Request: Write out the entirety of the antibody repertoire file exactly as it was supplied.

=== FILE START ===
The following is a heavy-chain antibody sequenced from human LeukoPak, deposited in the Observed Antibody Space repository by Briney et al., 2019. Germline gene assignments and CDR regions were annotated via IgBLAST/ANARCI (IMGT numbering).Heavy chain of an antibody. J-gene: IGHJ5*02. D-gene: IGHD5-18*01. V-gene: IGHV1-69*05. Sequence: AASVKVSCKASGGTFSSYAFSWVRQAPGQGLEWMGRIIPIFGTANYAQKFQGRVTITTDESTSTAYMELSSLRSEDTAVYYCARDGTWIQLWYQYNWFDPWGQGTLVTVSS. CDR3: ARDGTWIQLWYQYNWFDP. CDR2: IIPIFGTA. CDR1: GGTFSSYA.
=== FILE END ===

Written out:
The following is a heavy-chain antibody sequenced from human LeukoPak, deposited in the Observed Antibody Space repository by Briney et al., 2019. Germline gene assignments and CDR regions were annotated via IgBLAST/ANARCI (IMGT numbering).Heavy chain of an antibody. J-gene: IGHJ5*02. D-gene: IGHD5-18*01. V-gene: IGHV1-69*05. Sequence: AASVKVSCKASGGTFSSYAFSWVRQAPGQGLEWMGRIIPIFGTANYAQKFQGRVTITTDESTSTAYMELSSLRSEDTAVYYCARDGTWIQLWYQYNWFDPWGQGTLVTVSS. CDR3: ARDGTWIQLWYQYNWFDP. CDR2: IIPIFGTA. CDR1: GGTFSSYA.